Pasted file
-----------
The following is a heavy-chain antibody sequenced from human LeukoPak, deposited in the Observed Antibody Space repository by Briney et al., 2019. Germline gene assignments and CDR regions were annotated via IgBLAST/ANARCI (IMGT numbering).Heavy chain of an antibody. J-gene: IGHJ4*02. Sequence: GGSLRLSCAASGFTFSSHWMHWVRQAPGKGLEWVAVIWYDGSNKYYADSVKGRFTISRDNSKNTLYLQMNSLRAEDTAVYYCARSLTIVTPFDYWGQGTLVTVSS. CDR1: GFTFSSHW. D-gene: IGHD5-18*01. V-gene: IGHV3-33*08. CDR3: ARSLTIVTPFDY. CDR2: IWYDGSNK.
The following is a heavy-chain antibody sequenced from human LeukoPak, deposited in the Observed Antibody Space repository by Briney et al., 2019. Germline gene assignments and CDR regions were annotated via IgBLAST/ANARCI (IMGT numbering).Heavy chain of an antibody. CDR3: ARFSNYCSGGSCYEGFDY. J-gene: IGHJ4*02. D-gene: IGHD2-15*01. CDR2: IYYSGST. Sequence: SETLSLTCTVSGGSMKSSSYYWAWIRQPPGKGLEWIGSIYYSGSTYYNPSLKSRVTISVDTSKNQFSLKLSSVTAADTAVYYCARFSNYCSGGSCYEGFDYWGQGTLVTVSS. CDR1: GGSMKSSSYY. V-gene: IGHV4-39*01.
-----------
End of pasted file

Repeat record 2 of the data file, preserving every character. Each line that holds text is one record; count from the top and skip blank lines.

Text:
The following is a heavy-chain antibody sequenced from human LeukoPak, deposited in the Observed Antibody Space repository by Briney et al., 2019. Germline gene assignments and CDR regions were annotated via IgBLAST/ANARCI (IMGT numbering).Heavy chain of an antibody. CDR3: ARFSNYCSGGSCYEGFDY. J-gene: IGHJ4*02. D-gene: IGHD2-15*01. CDR2: IYYSGST. Sequence: SETLSLTCTVSGGSMKSSSYYWAWIRQPPGKGLEWIGSIYYSGSTYYNPSLKSRVTISVDTSKNQFSLKLSSVTAADTAVYYCARFSNYCSGGSCYEGFDYWGQGTLVTVSS. CDR1: GGSMKSSSYY. V-gene: IGHV4-39*01.